<<Owner:      <name>
    Color:      <color>
    Size:       <number of items in contents>
    Max Size:   <max_size>
    Contents:   [<item1>, <item2>, ...]>>

    (Hint: Use the tab and newline characters '\\t' and '\\n' to align output nicely.)

Task 15* - Handling Exceptions

A random walk is a path created by a sequence of random steps. The following function simulates a random walk by repeatedly adding or subtracting $1$ to a running total.

from random import choice

def random_walk(max_iters=1e12):
    walk = 0
    directions = [1, -1]
    for i in range(int(max_iters)):
        walk += choice(directions)
    return walk

A KeyboardInterrupt is a special exception that can be triggered at any time by entering ctrl+c (on most systems) in the keyboard. Modify random_walk() so that if the user raises a KeyboardInterrupt by pressing ctrl+c while the program is running, the function catches the exception and prints “Process interrupted at iteration $i$”. If no KeyboardInterrupt is raised, print “Process completed”. In both cases, return walk as before.

Task 16* - File Input/Output

Define a class called ContentFilter. Implement the constructor so that it accepts the name of a file to be read.

  1. If the file name is invalid in any way, prompt the user for another filename using input(). Continue prompting the user until they provide a valid filename.

    >>> cf1 = ContentFilter("hello_world.txt")  # File exists.
    >>> cf2 = ContentFilter("not-a-file.txt")   # File doesn't exist.
    <<Please enter a valid file name: >><r<still-not-a-file.txt>r>
    <<Please enter a valid file name: >><r<hello_world.txt>r>
    >>> cf3 = ContentFilter([1, 2, 3])          # Not even a string.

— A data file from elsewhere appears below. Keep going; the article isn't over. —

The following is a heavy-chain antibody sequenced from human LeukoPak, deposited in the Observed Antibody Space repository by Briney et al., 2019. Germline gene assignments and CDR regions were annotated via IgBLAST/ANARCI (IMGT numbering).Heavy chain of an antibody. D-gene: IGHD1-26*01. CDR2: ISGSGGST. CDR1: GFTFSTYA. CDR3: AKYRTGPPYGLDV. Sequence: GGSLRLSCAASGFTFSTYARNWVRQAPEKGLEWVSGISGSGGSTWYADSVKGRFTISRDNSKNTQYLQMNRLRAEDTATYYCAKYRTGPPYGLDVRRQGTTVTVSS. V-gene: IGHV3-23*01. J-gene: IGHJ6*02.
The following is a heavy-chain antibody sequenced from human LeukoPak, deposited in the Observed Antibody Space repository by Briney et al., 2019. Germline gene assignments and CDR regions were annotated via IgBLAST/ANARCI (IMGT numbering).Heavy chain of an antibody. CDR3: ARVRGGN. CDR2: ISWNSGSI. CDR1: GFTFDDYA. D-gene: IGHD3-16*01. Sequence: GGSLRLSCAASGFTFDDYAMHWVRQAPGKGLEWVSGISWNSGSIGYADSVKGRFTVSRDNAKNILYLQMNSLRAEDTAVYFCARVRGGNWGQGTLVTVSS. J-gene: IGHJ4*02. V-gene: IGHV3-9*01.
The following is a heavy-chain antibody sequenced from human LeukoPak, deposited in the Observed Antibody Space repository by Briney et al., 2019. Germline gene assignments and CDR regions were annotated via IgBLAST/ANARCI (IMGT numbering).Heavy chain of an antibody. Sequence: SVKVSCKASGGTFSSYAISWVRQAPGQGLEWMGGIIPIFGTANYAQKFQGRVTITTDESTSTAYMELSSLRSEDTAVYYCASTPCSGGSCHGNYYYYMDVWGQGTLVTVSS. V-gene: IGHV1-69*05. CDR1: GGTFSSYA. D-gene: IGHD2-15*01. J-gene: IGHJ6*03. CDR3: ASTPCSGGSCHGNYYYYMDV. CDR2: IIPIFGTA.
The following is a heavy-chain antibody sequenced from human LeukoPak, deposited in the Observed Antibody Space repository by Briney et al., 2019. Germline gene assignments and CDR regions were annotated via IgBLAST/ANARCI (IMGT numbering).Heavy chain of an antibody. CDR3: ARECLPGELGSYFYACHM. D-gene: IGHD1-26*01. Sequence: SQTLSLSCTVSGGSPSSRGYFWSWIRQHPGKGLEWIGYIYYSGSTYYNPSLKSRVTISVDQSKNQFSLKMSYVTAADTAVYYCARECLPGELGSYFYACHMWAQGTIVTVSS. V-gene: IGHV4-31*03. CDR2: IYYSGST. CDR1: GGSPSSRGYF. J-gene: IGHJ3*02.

<<Please enter a valid file name: >><r<hello_world.txt>r>

    (Hint: open() might raise a FileNotFoundError, a TypeError, or an OSError.)

  2. Read the file and store its name and contents as attributes (store the contents as a single string). Make sure the file is securely closed.

Task 17* - Matrix Multiplication in Numpy

Matrix Multiplication in Numpy There are two main ways to perform matrix multiplication in NumPy: with NumPy’s dot() function (, B)), or with the @ operator (A @ B). Write a function that defines the following matrices as NumPy arrays.

Return the matrix product $AB$. For examples of array initialization and matrix multiplication, use object introspection in IPython to look up the documentation for np.ndarray, np.array() and

In [1]: import numpy as np

In [2]: np.array?       # press 'enter'

Task 18 - Matrix Multiplication

Write a function that defines the following matrix as a NumPy array.

Return the matrix $-A^3 + 9A^2 - 15A$.

In this context, $A^2 = AA$ (the matrix product, not the component-wise square). The somewhat surprising result is a demonstration of the Cayley-Hamilton theorem.

Task 19* - Array Creation

Write a function that defines the following matrices as NumPy arrays using the functions to create arrays in the slides (that is, without hard writing all the numbers). Calculate the matrix product $ABA$. Change the data type of the resulting matrix to np.int64, then return it.

Task 20* - Arrays

Write a function that accepts a single array as input. Make a copy of the array, then use fancy indexing to set all negative entries of the copy to $0$. Return the copy.

Task 21* - Arrays

Write a function that defines the following matrices as NumPy arrays.

Use NumPy’s stacking functions to create and return the block matrix:

where $I$ is the $3\times 3$ identity matrix and each $\mathbf{0}$ is a matrix of all zeros of appropriate size.

A block matrix of this form is used in the interior point method for linear optimization.

Task 22* - Arrays

A matrix is called row-stochastic if its rows each sum to $1$. Stochastic matrices are fundamentally important for finite discrete random processes and some machine learning algorithms.

Write a function than accepts a matrix (as a 2-D array). Divide each row of the matrix by the row sum and return the new row-stochastic matrix. Use array broadcasting and the axis argument instead of a loop.

(Similarly, a matrix is called column-stochastic if its columns each sum to $1$.)

Task 23 - Polynomials

Use NumPy’s polynomial objects to approximate the following series.

This series converges on $(-1, 1)$. Use your series approximation to approximate $\pi$. Use the function np.allclose to verify that your approximation is close. Hint: think of the powers of $x$ that are not included in the series as having zero coefficients.